This is how Washington "works" these days: The two parties find a way to be at loggerheads over a bill that nearly all lawmakers fundamentally agree on. The result, in this case, is Democrats winning plaudits from Republicans’ traditional allies while many GOP lawmakers are left with glum looks on their faces.
So it went on Capitol Hill last week when the House of Representatives passed the U.S. Manufacturing Enhancement Act. The bill until very recently was called the Miscellaneous Trade and Technical Corrections Act of 2009; then the Democrats realized a more memorable name could put a shine on a very mundane piece of legislation.
This is one of those laws that need renewal periodically. When it came up in 2006, with the Republicans in control of the House, the vote approving the bill was 412-2.
How does this measure "enhance" manufacturing? By temporarily suspending or reducing tariffs on more than 600 imported items. Most are chemicals and components used by American manufacturers in production processes, things such as "certain synthetic staple fibers that are not carded, combed, or otherwise processed for spinning containing 2 percent or more but not over 3 percent of water" and "yarn of carded hair of Kashmir (cashmere) goats, of yarn count less than 19.35 metric, not put up for retail sale."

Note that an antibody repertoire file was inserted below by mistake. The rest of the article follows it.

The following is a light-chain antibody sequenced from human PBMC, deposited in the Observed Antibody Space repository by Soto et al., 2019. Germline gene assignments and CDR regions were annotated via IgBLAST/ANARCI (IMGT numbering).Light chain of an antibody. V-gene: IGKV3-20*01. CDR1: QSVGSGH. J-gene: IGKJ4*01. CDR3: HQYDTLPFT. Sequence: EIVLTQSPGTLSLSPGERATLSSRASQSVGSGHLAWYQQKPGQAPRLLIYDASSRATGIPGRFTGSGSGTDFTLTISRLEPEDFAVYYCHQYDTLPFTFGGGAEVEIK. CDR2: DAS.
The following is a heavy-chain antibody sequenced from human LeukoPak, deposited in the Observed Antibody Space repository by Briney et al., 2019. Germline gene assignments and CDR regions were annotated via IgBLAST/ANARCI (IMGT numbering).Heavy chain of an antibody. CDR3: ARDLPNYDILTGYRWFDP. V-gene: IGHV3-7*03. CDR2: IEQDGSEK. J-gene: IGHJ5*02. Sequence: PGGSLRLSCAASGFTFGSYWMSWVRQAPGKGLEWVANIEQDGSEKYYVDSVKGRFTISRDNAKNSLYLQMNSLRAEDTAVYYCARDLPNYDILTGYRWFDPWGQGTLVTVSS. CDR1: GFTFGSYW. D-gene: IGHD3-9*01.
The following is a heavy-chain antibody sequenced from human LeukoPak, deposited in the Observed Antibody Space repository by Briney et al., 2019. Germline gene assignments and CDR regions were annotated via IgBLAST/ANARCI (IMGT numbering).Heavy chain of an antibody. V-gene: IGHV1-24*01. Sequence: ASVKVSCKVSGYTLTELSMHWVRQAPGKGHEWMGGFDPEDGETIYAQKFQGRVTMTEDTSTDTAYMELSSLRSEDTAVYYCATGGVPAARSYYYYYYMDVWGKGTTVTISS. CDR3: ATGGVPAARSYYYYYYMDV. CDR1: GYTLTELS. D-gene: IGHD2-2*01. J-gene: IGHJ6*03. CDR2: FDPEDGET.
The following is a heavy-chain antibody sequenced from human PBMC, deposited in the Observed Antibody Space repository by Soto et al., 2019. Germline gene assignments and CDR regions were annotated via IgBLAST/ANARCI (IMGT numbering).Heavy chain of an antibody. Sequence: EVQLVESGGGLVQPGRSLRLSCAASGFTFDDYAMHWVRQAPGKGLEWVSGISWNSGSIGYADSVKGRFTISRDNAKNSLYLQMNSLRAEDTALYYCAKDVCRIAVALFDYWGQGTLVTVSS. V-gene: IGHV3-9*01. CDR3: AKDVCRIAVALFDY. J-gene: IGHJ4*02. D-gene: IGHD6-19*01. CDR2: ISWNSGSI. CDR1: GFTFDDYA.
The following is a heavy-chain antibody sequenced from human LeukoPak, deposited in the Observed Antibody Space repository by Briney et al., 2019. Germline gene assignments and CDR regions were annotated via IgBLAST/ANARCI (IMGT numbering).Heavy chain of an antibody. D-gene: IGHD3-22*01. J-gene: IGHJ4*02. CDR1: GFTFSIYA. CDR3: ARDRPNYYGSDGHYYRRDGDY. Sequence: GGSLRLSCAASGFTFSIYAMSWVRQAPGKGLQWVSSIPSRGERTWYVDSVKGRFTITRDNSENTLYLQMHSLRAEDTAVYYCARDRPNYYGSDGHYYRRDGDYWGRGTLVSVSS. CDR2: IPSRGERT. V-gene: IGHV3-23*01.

The provisions include an equally elaborate and detailed process designed to ensure that no benefits are granted at the expense of domestic manufacturers.
Its rather arcane language notwithstanding, this bill has the fervent support of groups such as the National Association of Manufacturers, which praised the House vote and said the measure would increase U.S. production by $4.6 billion and support nearly 90,000 jobs.
So why did more than 40 Republicans vote no? Their leaders said rules written by Democrats equated limited tariff benefits and special interest earmarks, which the GOP has vowed to oppose.
Nonsense, the Democrats replied. But one must assume they did not mind at all that this vote made the Democrats look like the true ally of U.S. manufacturers.
The bill now must be taken up by the Senate, where passage appears likely if not guaranteed. However, this much is certain: Politics alone will shape the final tally.
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